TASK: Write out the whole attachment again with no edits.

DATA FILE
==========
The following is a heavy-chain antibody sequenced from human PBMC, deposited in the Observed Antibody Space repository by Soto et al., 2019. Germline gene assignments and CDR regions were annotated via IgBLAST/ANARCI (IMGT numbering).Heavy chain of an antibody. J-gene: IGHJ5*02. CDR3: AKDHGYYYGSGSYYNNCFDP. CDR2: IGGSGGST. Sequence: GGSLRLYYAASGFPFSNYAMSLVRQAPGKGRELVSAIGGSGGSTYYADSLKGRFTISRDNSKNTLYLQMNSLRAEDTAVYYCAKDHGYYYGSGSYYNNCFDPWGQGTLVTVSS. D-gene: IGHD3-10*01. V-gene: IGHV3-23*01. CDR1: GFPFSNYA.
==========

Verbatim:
The following is a heavy-chain antibody sequenced from human PBMC, deposited in the Observed Antibody Space repository by Soto et al., 2019. Germline gene assignments and CDR regions were annotated via IgBLAST/ANARCI (IMGT numbering).Heavy chain of an antibody. J-gene: IGHJ5*02. CDR3: AKDHGYYYGSGSYYNNCFDP. CDR2: IGGSGGST. Sequence: GGSLRLYYAASGFPFSNYAMSLVRQAPGKGRELVSAIGGSGGSTYYADSLKGRFTISRDNSKNTLYLQMNSLRAEDTAVYYCAKDHGYYYGSGSYYNNCFDPWGQGTLVTVSS. D-gene: IGHD3-10*01. V-gene: IGHV3-23*01. CDR1: GFPFSNYA.